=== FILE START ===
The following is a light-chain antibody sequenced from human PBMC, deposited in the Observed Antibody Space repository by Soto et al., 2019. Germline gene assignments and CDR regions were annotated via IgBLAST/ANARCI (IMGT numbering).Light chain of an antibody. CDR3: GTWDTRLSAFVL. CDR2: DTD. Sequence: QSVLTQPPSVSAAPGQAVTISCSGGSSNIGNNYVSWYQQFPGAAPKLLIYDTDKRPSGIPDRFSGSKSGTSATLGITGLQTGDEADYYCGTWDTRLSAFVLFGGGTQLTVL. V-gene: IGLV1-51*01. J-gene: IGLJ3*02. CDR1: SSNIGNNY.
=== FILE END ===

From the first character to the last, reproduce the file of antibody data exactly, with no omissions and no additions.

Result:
The following is a light-chain antibody sequenced from human PBMC, deposited in the Observed Antibody Space repository by Soto et al., 2019. Germline gene assignments and CDR regions were annotated via IgBLAST/ANARCI (IMGT numbering).Light chain of an antibody. CDR3: GTWDTRLSAFVL. CDR2: DTD. Sequence: QSVLTQPPSVSAAPGQAVTISCSGGSSNIGNNYVSWYQQFPGAAPKLLIYDTDKRPSGIPDRFSGSKSGTSATLGITGLQTGDEADYYCGTWDTRLSAFVLFGGGTQLTVL. V-gene: IGLV1-51*01. J-gene: IGLJ3*02. CDR1: SSNIGNNY.